I was never a Girl Scout and not a huge fan of Girl Scout Cookies, except for Thin Mints and Samoas. I realized when I saw the little cuties selling cookies in the grocery store lobby how much I missed those cookies and wanted to try making my own.
Over the Summer while in Denver, I had a Scout cookie at Watercourse.* It was divine–vegan, gluten-free and HUGE. It wasn’t quite a Samoa but it was very, very close according to my distant memories of Girl Scout cookies. I thought I would try to replicate their version of the Samoa but then I came across the Lazy Samoa recipe in Vegan Cookies Invade Your Cookie Jar by Isa Chandra Moskowitz and Terry Hope Romero.
I go on and on about a handfull of cookbooks, but must say I would be completely lost without the Moskowitz/Romero collection. First for me was the cupcake cookbook, then Veganomicon, then the cookie book, now the brunch cookbook…I think everyone, regardless of their desire to eat vegan, should own their cookbooks. The recipes are a great opportunity to try ingredients with which you may be unfamiliar and I would bet you will be very pleasantly surprised, perhaps even healthier. Every recipe I have made from their cookbooks has been t-a-s-t-y. How many cookbooks can you say that about? That is why I don’t bother to put their cookbooks away, they stay out in my kitchen and are very well loved, food-stained and frosting splattered.
This week’s sweet is the Lazy Samoa cookie on page 173. Here are the tiny changes I made to the recipe:
1. I used Let’s Do Organic’s reduced fat, unsweetened, finely shredded coconut. It was fun to toast coconut in a skillet. I had only used the cookie sheet and oven method before.
2. Instead of all-purpose flour, I used Arrowhead Mills All Purpose Gluten-Free Baking Mix
3. I used Guittard chocolate chips, which are not guaranteed vegan. They are what I had in the cupboard and while I try to limit dairy, I try not to be wasteful so used what was handy. There is nothing in the ingredients that immediately shouted “not vegan,” however there is potential manufacturing cross-contamination.
4. I increased the baking time to 11 minutes, probably due to the flour substitution.
These cookies were very easy to make. I stayed up late and baked until well after midnight in a quiet house with only our elderly dog occasionally walking past the doorway to the kitchen in hopes of snagging a crumb. The recipe made 30 cookies and they are every bit as good as any Girl Scout cookie I have ever eaten. They are chewy, chocolaty, toasted coconut-y, YUMMY. Using my cupboard ingredients, I figured these to be only 111 calories each. Wow!
This week’s Sweet Friend is my next-door neighbor Janey. She is everything I could ever wish for in a neighbor: she shares baked goodies and produce from her garden often, she watches my dogs when I am out of town, she even changed the water in my 4 year-old betta fish’s bowl when I have was out of town with the dogs and forgot to make plans for the fish. She keeps an eye out for all of the neighbors and always has a smile and wave. But the best part is what she does for the neighborhood.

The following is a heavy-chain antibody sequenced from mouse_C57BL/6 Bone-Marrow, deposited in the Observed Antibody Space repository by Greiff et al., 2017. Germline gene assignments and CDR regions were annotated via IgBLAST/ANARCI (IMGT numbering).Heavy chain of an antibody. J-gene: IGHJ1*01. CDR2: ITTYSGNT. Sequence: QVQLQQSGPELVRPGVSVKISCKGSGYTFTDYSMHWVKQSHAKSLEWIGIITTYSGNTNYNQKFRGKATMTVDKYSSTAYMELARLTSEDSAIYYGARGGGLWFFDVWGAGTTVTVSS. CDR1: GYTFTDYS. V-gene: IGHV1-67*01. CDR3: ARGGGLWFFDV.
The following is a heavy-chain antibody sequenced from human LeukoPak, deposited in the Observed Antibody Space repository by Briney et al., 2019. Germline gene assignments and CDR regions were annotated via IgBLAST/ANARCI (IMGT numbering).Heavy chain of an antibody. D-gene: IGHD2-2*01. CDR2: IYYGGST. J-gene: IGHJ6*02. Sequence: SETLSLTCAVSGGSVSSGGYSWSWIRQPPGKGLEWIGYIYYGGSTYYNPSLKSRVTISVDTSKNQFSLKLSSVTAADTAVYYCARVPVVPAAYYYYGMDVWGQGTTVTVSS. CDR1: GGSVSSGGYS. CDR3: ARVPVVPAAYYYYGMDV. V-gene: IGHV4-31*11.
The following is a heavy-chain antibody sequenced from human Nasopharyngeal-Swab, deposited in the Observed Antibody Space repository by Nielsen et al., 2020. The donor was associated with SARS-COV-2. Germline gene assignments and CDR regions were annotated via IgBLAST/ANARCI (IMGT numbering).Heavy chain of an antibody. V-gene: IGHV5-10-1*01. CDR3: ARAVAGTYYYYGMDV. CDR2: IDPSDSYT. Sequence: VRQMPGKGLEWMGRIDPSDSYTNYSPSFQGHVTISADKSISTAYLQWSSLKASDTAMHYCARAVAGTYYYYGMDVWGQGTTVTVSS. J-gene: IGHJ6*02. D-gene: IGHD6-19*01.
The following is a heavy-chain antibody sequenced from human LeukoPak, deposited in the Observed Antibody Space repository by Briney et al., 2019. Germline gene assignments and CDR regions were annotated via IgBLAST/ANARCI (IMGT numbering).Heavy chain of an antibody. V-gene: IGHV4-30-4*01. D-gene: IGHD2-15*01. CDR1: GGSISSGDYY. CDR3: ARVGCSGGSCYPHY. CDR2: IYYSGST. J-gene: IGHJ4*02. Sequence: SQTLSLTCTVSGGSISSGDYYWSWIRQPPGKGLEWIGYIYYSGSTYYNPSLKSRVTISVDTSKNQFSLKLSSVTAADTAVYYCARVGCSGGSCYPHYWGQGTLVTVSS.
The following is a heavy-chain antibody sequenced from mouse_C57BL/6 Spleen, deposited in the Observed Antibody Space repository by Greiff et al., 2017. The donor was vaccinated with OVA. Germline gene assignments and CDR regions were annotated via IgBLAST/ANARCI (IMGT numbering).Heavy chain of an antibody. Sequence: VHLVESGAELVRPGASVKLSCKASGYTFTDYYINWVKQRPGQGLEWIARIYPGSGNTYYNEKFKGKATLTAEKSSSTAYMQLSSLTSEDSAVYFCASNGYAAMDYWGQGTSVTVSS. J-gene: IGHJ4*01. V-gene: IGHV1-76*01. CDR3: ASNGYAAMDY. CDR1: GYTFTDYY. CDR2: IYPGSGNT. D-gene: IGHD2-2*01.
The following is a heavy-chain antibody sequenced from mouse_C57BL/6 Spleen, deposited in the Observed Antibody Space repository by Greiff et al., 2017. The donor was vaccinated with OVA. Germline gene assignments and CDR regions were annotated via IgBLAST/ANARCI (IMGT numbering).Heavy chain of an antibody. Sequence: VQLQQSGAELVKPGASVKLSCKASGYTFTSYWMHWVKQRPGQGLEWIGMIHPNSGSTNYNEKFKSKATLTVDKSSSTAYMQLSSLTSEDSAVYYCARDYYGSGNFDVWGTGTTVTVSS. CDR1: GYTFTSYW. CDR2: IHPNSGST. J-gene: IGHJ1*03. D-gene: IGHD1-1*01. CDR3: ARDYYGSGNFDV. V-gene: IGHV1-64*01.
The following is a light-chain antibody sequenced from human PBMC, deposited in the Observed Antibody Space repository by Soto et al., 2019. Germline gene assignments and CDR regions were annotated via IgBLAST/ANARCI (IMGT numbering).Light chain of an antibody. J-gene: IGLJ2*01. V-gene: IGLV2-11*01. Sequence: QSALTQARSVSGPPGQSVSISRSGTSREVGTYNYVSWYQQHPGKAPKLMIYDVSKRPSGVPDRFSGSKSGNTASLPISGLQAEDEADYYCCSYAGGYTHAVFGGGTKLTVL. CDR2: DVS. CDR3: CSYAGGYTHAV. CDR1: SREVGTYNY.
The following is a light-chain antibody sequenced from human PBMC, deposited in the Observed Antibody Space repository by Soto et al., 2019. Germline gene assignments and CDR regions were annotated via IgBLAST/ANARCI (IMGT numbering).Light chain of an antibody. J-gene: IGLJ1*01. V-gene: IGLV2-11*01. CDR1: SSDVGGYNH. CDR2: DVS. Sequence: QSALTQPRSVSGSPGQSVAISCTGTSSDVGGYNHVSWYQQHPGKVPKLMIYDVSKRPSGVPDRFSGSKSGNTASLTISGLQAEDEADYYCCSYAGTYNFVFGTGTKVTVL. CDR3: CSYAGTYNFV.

Janey works at a greenhouse. She plants mums by the thousands, she assembles beautiful succulent gardens in unusual containers, she resurrects half dead plants, encouraging them to grow tall and bloom profusely. Her work extends beyond the greenhouse though. Her yard, her front steps, even her driveway are filled with beautiful plants.
I do not even attempt the keeping-up-with-the-Jones thing with Janey. It’s not possible. In our old neighborhood, our yard was always among the prettiest. In our current abode, our yard is still full of beautiful blooms but can’t compare to Janey’s artistry with plants. Her house is so well cared for and it encourages the neighbors in our subdivision to follow suit, to plant our own flowering gardens, to grow our own produce.
On more than a few occasions, I’ve returned home from a long day of work to find a huge container garden on my front step, courtesy of Janey. Sometimes it’s a full flat of struggling petunias that were tossed into the dumpster, saved by Janey and delivered to my house for rehydration and love. We chat across the backyard fence about unusual plants and I often ask for the secrets to growing things Janey-style. We both planted castor beans last year. Janey’s grew to 15 feet tall. Mine never reached the top of the 4 foot fence. She has a very green thumb and it makes me happy to live next to her.
*I thoroughly enjoyed everything about dining at Watercourse in Denver. As with any restaurant, I read mixed reviews, some of them downright horrible. That was not my experience. I dined with two carnivores and both raved about the food, the baked goodies and the service. The server was well-versed in what was gluten free, what could possibly be cross-contaminated and what I didn’t want to miss. She was spot on with her recommendations. On another night in Denver, I went on a long late night walk through downtown with my hubby to Watercourse’s City O’City coffeehouse. We had a perfect midnight snack, including Scout cookies. Watercourse is in my top 5 vegetarian restaurants. I hope you’ll visit them!